The Unreported and The Silent
A quick 300-500 word note. The Sisters blog primarily focuses on women as the victims of Domestic Abuse/Violence and men as the abusers. This is because, statistically, female victims far out weigh male victims. Also, I can’t presume to understand the male perspective, but I am pretty solid on my own story. My sisters are, well, female as well. So there you have it.
That said, I do not want this to disenfranchise any male victims or male readers. There are a couple of strong reasons: 1. There are so many unreported cases of male victims that it could put a whole new perspective on the topic and 2. I have mentioned before that many of us are raising boys to be men and have yet to really learn how prolonged exposure to an abusive or violent relationship has effected them. So, in the very near future, I will be doing a series on the effects of Domestic Abuse/Violence on children.
I can tell you that generally speaking, it affects boys in one of two ways. If a boy identifies with the victim then there is a very strong likelihood that he may become passive in an effort to not repeat the patterns of the abuser. As a man he finds himself vulnerable to abusive women who will take advantage of his passive nature, thus placing himself in an abusive relationship. The other road we are all too familiar with is when a boy identifies with the abuser.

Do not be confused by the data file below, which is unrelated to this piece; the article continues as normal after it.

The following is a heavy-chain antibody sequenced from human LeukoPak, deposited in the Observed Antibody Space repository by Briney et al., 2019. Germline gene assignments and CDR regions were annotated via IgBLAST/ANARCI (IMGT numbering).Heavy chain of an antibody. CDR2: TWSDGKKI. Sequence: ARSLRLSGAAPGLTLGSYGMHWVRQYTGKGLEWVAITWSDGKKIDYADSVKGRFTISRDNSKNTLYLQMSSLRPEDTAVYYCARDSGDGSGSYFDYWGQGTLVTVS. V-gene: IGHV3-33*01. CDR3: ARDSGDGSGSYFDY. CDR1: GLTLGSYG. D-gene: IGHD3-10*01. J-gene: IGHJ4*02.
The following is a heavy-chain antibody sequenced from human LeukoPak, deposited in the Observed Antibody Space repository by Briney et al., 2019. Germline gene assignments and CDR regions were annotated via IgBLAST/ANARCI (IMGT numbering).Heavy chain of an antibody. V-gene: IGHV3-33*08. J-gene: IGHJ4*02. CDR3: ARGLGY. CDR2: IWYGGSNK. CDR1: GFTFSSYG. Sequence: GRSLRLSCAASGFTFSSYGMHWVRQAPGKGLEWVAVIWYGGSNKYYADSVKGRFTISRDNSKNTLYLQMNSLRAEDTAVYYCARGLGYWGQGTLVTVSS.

If the boy feels that the victim can’t protect him then a common alternative is to seek protection through the approval of the abuser. He may do whatever he can to gain favor with the abuser even if that means victimizing the victim. Often times this is where a boy grows into a man taking with him learned values that devalue women and partners. At some point they are no longer a victim, but choose to be an abuser.
It is my hope that the former group of beautiful and amazing men will someday learn that allowing themselves to be abused is not the answer to distancing themselves from their abusers. These are the men we are looking for, that choose non-violent options, to resolve their issues. These are the men that will teach a younger generation about respect. If this blog can help support that, then I am all for giving this issue a voice.